United States District Court, S.D. Illinois
MEMORANDUM AND ORDER
Gilbert U.S. District Judge.
Calvin Robinson, an inmate in Graham Correctional Center,
brings this action for deprivations of his constitutional
rights pursuant to 42 U.S.C. § 1983 for events that
occurred at St. Clair County Jail. Plaintiff seeks damages,
injunctive relief, and fees and costs. This case is now
before the Court for a preliminary review of the Complaint
pursuant to 28 U.S.C. § 1915A, which provides:
(a) Screening - The court shall review,
before docketing, if feasible or, in any event, as soon as
practicable after docketing, a complaint in a civil action in
which a prisoner seeks redress from a governmental entity or
officer or employee of a governmental entity.
(b) Grounds for Dismissal - On review, the
court shall identify cognizable claims or dismiss the
complaint, or any portion of the complaint, if the complaint-
(1) is frivolous, malicious, or fails to state a claim on
which relief may be granted; or
(2) seeks monetary relief from a defendant who is immune from
action or claim is frivolous if “it lacks an arguable
basis either in law or in fact.” Neitzke v.
Williams, 490 U.S. 319, 325 (1989). Frivolousness is an
objective standard that refers to a claim that any reasonable
person would find meritless. Lee v. Clinton, 209
F.3d 1025, 1026-27 (7th Cir. 2000). An action fails to state
a claim upon which relief can be granted if it does not plead
“enough facts to state a claim to relief that is
plausible on its face.” Bell Atlantic Corp. v.
Twombly, 550 U.S. 544, 570 (2007). The claim of
entitlement to relief must cross “the line between
possibility and plausibility.” Id. at 557. At
this juncture, the factual allegations of the pro se
complaint are to be liberally construed. See Rodriguez v.
Plymouth Ambulance Serv., 577 F.3d 816, 821 (7th Cir.
was detained in St. Clair County jail stating around July
2013. (Doc. 1, p. 5). While there, Plaintiff endured
unsanitary and unhealthy living conditions such being made to
sleep on a filthy floor, overcrowding, unsanitary showers and
toilets, insect and mice infestations, and a lack of cleaning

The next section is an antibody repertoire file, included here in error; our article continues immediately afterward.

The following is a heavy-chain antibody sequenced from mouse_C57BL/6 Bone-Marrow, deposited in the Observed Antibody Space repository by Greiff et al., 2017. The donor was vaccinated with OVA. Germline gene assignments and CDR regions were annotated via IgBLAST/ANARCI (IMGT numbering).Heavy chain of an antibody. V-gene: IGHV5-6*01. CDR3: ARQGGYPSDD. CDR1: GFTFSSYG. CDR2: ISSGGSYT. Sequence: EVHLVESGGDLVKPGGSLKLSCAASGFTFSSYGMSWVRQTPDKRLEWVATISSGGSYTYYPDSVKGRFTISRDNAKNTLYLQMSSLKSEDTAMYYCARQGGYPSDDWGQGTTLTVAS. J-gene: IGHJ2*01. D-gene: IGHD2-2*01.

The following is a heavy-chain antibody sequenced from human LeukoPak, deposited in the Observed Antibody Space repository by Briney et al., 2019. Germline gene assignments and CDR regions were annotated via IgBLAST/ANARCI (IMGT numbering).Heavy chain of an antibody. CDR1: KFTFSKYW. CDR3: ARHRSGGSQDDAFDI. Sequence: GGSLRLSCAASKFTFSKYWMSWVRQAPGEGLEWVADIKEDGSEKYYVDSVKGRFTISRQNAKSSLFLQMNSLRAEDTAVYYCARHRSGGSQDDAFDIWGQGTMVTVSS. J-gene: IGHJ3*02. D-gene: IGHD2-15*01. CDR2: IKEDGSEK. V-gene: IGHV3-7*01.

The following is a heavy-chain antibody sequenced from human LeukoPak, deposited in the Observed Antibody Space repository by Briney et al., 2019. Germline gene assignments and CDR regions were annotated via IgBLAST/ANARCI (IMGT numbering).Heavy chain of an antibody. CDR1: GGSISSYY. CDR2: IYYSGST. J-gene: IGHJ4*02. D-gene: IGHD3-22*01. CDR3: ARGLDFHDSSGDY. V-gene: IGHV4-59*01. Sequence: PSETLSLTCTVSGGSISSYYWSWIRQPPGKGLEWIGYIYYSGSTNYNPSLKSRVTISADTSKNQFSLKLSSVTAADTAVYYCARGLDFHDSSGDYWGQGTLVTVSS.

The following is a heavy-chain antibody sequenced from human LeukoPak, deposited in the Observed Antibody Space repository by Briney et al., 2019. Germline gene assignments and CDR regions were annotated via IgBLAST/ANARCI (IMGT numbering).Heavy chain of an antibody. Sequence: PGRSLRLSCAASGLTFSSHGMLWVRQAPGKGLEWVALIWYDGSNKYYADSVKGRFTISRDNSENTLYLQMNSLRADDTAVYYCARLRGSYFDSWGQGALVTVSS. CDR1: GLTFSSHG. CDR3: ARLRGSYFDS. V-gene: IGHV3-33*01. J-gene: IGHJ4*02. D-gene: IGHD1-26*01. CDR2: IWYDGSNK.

materials. Id. Plaintiff sent offender requests to
each of the named Defendants regarding the harsh living
conditions, and followed up with them personally, but his
requests went ignored. (Doc. 1, pp. 5-6). As a result of the
unsanitary conditions, Plaintiff developed scabies, skin
rashes, migraine headaches, and nausea. (Doc. 1, p. 6).
Illinois Department of Corrections records show that
Plaintiff entered IDOC custody on February 25, 2014. Offender
(last accessed June 2, 2017).
it appears that Plaintiff has adequately alleged a claim
based on unconstitutional conditions of confinement under the
Eighth Amendment, the Court will not address the merits of
that claim further because it is clear from the face of the
Complaint that this cause of action is barred by the statute
typically affirmative defenses such filing after the statute
of limitations and failure to exhaust administrative remedies
are litigated by the parties after service, see Jones v.
Bock, 549 U.S. 199, 212 (2007), a Court may invoke these
defenses on § 1915A review when the availability of the
defense is apparent on the face of the Complaint. Walker
v. Thompson, 288 F.3d 1005, 1009 (7th Cir. 2002);
Brownlee v. Conine, 957 F.2d 353, 354 (7th Cir.
1983 does not contain a statute of limitations. Malone v.
Corr. Corp. of Am., 553 F.3d 540, 542 (7th Cir. 2009).
Federal courts use the periods of limitations adopted by the
states for personal-injury suits. Id. (citing
Wilson v. Garcia, 471 U.S. 261 (1985)). In Illinois,
therefore, the limitations period for § 1983 cases is 2
years. Johnson v. Rivera, 272 F.3d 519, 521 (7th
Cir. 2001) (citing Kalimara v. Ill. Dep't of
Corr., 879 F.2d 276, 277 (7th Cir. 1989)). Accord
Jenkins v. Vill. of Maywood, 506 F.3d 622, 623 (7th Cir.
Plaintiff filed suit on February 23, 2017. (Doc. 1). His
Complaint alleges that his claim began accruing in July 2013,
more than 3 years ago. Even assuming that Plaintiff's
claim counts as a continuing violation based on the nature of
the allegations, the last day that the claim could have
accrued would have been the last day that Plaintiff remained
in Defendants' custody, which was February 24, 2014.
Heard v. Sheahan¸253 F.3d 316, 318 (7th Cir.
2001) (finding that cruel and unusual punishment can be said
to continue “for so long as defendants had the power to
do something about [the plaintiff's] condition, which is
to say ...